The phrase “culture wars” usually brings to mind the current political polarization between self-described conservatives and the rest of us: more and more, that’s a line of demarcation that runs between Republicans and Democrats (and Democratic-leaning Independents). However, as a recent essay from the Guardian points out, cultural issues are also creating huge tensions within the more fundamentalist religious denominations.
Barry Hankins is a professor at Baylor who has authored several books and articles about the Southern Baptist Convention, and in the linked article, he examines the effects of the culture wars on that Evangelical denomination.
He begins with a question:
Is the Southern Baptist Convention – the largest and arguably most powerful Protestant denomination in the United States – being held together by culture wars instead of Biblical teaching? That is the question in recent weeks, as thousands of Southern Baptists gathered in Nashville for their annual meeting to determine the bitterly contested future of the convention.
Many conservative members of the denomination seem to have seen in Donald Trump’s populist authoritarianism a last-gasp chance to save white Christian America – theology, and, for Trump, Christian morality, be damned.
Hankins has been a longtime scholar of the Southern Baptists, although he is not himself a member of that denomination, and he says that in the past he has defended what he terms their “serious theology,” despite the influence of cultural concerns on that theology. But by 2020, he says he had come to recognize that “conservatives of the right wing of the SBC were not just subordinating theology to the cultural concerns of white Christian identity politics, but had in fact lost their way as Baptists.”
At the SBC’s recent meeting–widely covered by the national press–we casual readers were relieved when the less political, less strident candidate, Litton, won the presidency of that body. But he won by a very narrow margin, suggesting that control by those Southern Baptists who want a less partisan voice–and independence from identity with the Republican Party–is tenuous.
Hankins points to the narrowness of the vote as a sign that the Convention has not “turned a corner.” And he insists that the differences are not theological. (Both sides are anti-gay, anti-abortion, pro-submission of women. The list goes on…) The debate, he says, is political.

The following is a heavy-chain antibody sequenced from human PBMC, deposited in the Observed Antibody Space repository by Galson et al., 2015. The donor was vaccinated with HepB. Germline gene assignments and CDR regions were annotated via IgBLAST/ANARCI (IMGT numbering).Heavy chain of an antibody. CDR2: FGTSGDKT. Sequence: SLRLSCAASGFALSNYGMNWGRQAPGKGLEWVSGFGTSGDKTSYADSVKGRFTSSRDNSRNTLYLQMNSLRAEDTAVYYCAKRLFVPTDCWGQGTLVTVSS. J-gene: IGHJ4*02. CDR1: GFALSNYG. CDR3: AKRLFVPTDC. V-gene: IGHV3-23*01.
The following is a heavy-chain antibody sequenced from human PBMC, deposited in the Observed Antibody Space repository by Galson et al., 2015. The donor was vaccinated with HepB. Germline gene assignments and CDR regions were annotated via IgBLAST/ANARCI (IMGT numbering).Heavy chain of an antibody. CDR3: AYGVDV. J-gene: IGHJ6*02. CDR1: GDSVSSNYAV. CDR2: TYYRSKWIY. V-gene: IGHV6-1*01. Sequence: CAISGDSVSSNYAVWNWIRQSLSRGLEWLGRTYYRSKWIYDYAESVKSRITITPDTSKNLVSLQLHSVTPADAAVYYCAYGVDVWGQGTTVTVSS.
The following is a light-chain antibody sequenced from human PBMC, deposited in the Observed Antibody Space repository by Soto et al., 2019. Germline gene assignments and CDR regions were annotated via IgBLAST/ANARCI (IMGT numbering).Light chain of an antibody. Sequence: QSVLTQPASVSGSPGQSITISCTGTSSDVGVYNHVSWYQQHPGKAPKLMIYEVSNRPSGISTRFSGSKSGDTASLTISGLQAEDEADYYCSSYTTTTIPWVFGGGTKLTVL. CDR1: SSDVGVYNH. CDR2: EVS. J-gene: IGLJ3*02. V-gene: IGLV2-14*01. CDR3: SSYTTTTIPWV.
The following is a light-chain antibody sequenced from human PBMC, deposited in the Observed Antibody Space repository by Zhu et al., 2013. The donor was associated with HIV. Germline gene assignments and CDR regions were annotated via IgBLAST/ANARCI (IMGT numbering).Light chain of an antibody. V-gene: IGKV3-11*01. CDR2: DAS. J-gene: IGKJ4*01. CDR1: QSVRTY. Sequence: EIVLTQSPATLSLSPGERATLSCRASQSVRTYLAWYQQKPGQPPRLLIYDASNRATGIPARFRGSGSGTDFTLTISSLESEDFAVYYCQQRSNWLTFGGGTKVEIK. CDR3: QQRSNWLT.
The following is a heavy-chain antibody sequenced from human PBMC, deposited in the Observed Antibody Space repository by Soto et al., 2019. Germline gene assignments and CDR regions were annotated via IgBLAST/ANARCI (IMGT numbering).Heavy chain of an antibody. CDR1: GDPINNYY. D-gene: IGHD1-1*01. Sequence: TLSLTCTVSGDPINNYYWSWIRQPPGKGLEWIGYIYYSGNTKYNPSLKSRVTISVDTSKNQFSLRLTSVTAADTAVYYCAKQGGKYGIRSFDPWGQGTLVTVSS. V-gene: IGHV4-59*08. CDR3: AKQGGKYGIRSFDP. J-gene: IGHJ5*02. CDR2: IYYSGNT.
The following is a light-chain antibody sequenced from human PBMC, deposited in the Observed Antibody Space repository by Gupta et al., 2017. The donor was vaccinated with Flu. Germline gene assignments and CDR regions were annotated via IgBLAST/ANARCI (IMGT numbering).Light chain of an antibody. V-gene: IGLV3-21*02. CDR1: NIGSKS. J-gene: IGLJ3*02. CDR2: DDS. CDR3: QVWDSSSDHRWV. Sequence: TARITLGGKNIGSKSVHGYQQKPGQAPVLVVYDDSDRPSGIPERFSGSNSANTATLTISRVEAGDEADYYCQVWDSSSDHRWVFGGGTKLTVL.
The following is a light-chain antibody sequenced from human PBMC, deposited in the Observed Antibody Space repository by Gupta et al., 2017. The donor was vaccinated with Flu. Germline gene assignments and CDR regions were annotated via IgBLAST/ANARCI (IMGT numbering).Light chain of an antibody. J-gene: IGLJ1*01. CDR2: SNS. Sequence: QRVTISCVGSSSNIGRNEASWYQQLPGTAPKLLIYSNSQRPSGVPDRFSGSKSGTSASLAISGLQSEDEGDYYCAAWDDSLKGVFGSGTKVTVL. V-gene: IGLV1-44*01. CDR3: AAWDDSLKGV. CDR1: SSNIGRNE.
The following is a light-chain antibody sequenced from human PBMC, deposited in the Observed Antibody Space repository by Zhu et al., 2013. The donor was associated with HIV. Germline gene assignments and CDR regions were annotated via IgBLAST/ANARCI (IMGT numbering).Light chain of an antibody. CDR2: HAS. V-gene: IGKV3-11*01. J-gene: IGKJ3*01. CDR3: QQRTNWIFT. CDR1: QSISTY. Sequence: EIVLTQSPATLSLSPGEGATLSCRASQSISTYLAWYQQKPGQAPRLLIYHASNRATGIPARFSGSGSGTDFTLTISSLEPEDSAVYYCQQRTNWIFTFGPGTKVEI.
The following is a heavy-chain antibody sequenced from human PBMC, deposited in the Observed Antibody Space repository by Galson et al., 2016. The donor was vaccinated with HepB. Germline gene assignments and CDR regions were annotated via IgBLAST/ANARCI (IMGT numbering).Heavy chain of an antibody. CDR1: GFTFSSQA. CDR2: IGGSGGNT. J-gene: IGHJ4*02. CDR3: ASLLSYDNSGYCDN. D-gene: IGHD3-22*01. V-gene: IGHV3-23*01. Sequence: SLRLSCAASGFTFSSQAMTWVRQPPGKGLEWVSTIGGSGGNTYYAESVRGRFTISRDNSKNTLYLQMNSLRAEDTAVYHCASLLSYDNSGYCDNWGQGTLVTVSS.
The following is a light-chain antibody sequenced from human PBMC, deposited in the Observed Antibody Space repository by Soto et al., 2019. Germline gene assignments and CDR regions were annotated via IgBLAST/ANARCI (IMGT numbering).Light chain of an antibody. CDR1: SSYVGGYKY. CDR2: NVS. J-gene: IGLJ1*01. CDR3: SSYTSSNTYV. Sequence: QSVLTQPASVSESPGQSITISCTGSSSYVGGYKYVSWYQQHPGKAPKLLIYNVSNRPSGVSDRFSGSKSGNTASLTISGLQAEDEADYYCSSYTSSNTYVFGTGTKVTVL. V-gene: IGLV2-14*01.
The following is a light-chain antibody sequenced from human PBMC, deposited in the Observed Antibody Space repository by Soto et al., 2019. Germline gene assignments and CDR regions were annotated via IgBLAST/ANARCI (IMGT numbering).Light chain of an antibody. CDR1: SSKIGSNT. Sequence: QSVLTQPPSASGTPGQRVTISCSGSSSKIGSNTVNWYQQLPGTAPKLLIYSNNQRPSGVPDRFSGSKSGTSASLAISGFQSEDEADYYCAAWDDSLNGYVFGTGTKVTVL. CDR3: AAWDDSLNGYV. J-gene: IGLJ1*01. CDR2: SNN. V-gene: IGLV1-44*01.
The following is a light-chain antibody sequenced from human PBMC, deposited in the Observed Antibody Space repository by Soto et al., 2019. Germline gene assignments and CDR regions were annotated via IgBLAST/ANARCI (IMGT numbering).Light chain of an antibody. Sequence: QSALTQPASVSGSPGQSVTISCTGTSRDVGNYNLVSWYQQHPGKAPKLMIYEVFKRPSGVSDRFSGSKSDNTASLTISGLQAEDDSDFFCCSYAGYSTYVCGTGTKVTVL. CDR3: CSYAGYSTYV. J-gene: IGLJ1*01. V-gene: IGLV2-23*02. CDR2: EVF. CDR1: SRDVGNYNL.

The side that lost last week, wants to be more political, more explicitly aligned with the Trump-era Republican party, and aggressively prosecute the culture wars. They are motivated, I believe, by an inordinate fear of being out of step with the Republican party’s brand of white identity politics – and its de facto leader, Trump. They believe white Christian America is embattled and surrounded by a hostile secular-liberal culture. Their only chance of survival, they believe, is to stay aligned with the Republican party against a radical left that threatens the Christian faith’s very existence in America and whose ideologies are seeping into the SBC, as Mike Stone charges. As he said as he geared up for his run at the SBC presidency: “Our Lord isn’t woke.”
There’s more in the linked essay, and it’s fascinating, but aside from the specifics–doctrinal or cultural– the description of this denomination’s internal conflict raises a fairly profound issue: how does religion differ from political ideology–if, indeed, it does?
I did a bit of Googling, and came up with the following definitions.
Religion is an organized and integrated set of beliefs, behaviors, and norms centered on basic social needs and values. Religious beliefs–as opposed to religious rituals– are the specific tenets that members of a particular faith believe to be true.
A political ideology–as opposed to the messy realities of campaigning and/or governing– is a set of “ethical ideals, principles, doctrines, myths or symbols of a social movement” that explains how society should work and offers a political and cultural blueprint for a certain social order.
At the very least, there is considerable overlap.
The question for an increasingly multi-ethnic country that is legally and constitutionally prohibited from favoring one religion over others (or religion over non-religion or vice-versa) is: how do you decide what is genuinely religious and thus worthy of the governmental deference required by the Free Exercise Clause, and what is really a thinly-masked political campaign to protect a formerly privileged tribe?
Is the Southern Baptist insistence on the supremacy of White Christian America religious–or is it political? And even if religious, does it really deserve deference?